President Donald Trump has called Democrats “treasonous” for not clapping during his State of the Union address. He’s mocked the minority leader of the Senate as “cryin’ Chuck Schumer.” And he’s tweeted that actress Meryl Streep is “over-rated.”
Still, Republican strategist Karl Rove said Thursday, the political discourse has been more “nasty and mean and vicious” in America’s past than it is now. Trump, he suggested, is not the worst this country has seen.
Speaking at the University of Utah’s Hinckley Institute of Politics, where he studied for two years, Rove offered his take on historical partisanship that has caused deeper rifts.
“We have been in places where the American people soured on what was going on before,” he said. “We’ve been in places before where it seemed like the government didn’t work. And yet we look back and we gloss over those moments.”
That’s not to say Rove, who served as the senior adviser and deputy chief of staff to George W. Bush, supports Trump’s leadership. He’s called the president “graceless” and “a complete idiot.” And he said Thursday that “the trust in the presidency is back to where it was during Watergate.” But, as a history buff and an author, Rove recalled other eras more brutal and divisive in his speech titled “If you think it’s bad now, think again.”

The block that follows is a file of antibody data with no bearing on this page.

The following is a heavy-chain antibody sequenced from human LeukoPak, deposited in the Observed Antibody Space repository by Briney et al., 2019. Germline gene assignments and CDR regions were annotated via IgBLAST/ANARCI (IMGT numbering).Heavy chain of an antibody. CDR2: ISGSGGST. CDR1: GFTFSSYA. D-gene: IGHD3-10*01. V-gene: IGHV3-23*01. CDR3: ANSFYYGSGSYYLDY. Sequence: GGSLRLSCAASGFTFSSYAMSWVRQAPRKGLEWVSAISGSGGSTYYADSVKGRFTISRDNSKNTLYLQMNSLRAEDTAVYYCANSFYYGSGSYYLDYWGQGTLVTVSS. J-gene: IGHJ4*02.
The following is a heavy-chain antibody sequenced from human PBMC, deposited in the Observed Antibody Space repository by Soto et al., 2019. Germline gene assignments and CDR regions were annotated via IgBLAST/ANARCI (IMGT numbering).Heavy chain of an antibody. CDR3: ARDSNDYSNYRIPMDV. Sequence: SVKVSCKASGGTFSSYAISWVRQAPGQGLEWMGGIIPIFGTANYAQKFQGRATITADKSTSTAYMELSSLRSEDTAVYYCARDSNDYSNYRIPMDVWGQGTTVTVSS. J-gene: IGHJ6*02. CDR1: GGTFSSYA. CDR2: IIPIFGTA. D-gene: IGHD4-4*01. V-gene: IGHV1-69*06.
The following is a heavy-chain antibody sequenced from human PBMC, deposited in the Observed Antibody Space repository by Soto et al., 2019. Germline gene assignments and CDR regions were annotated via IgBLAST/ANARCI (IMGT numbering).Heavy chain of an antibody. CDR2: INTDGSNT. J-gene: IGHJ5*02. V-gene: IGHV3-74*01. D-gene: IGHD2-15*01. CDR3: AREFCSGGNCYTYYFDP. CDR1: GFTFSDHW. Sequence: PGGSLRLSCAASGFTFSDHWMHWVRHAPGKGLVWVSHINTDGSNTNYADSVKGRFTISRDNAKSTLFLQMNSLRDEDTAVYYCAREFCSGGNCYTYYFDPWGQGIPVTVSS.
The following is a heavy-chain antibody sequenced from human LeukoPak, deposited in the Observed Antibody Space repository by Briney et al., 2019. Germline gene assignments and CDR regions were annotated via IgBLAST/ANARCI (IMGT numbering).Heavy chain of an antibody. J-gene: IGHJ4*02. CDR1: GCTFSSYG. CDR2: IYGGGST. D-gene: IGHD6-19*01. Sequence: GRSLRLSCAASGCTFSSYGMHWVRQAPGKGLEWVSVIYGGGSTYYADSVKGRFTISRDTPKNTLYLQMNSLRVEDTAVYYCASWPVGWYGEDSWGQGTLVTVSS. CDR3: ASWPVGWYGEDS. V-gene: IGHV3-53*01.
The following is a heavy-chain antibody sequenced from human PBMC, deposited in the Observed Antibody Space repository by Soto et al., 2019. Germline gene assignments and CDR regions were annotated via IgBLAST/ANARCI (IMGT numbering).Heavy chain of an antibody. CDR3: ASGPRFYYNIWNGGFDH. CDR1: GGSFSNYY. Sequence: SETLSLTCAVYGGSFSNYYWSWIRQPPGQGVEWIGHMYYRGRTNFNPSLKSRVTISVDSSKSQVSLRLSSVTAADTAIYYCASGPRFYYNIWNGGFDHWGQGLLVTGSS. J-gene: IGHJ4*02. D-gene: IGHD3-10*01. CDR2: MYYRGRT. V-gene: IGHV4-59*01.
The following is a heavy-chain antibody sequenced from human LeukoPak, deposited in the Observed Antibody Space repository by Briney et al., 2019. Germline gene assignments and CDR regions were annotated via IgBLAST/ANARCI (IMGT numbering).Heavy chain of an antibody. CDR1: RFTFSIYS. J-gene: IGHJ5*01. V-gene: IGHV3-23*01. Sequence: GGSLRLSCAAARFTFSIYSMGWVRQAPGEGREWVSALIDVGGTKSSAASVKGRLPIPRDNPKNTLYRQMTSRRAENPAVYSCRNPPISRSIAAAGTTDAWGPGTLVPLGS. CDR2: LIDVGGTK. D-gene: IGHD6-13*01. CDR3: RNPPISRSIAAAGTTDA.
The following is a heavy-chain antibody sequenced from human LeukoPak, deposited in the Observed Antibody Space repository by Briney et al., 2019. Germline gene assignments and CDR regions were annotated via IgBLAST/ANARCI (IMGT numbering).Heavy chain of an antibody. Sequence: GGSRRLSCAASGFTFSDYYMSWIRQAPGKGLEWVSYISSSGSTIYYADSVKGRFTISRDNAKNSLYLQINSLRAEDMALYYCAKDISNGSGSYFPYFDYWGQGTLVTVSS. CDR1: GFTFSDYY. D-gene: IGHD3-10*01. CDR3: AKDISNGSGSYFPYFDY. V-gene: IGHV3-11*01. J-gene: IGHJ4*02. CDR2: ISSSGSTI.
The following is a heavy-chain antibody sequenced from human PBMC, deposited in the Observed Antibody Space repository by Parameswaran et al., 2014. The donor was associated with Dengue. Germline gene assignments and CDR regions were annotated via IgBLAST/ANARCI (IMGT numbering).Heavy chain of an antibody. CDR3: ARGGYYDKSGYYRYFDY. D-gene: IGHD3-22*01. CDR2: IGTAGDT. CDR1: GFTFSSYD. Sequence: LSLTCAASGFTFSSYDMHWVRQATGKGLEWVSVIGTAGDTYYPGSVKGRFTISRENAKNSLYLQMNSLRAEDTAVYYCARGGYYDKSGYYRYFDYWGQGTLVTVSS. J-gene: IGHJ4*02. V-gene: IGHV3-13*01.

The obvious ones are the Civil War and the Vietnam War, he said. The Civil Rights Movement “split this country.” There was also that time in 1798 when one representative attacked another with a pair of metal tongs on the floor of the U.S. House.
In the late 1800s, too, the House was at such an impasse that Democrats refused to respond to roll calls so Republicans wouldn’t have a quorum to pass legislation. One representative, William Harrison “Howdy” Martin, would sharpen a bowie knife on the sole of his boot in front of the speaker to intimidate him.
“I don’t remember Nancy Pelosi doing this with her stilettos,” Rove joked. About 50 people scattered through the auditorium laughed, including former Utah Attorney General John Swallow.
The brief government shutdown in 2013 over Obamacare and the one this year over immigration, Rove said, also don’t compare to the 107-day stalemate for the House to select a president after Thomas Jefferson and Aaron Burr tied in the election of 1800.
And don’t forget about William Jennings Bryan, he said, the three-time presidential candidate who disparaged most of the East Coast and argued the case for the prosecution when a Tennessee teacher was charged with breaking the law by talking to his students about evolution. (It’s worth noting that Steve Bannon, in his time as White House adviser, compared Trump to Bryan, saying the two are examples of great public speakers.)
So while “things are not what they ought to be” with Trump, Rove softly defended, “we’ve been here before.”
“We’ve been broken before. And we’ll be broken for awhile,” he said. We’re not going to get fixed in the next couple of years.”
But, he hopes, like in the past, the deadlock and divisiveness will end.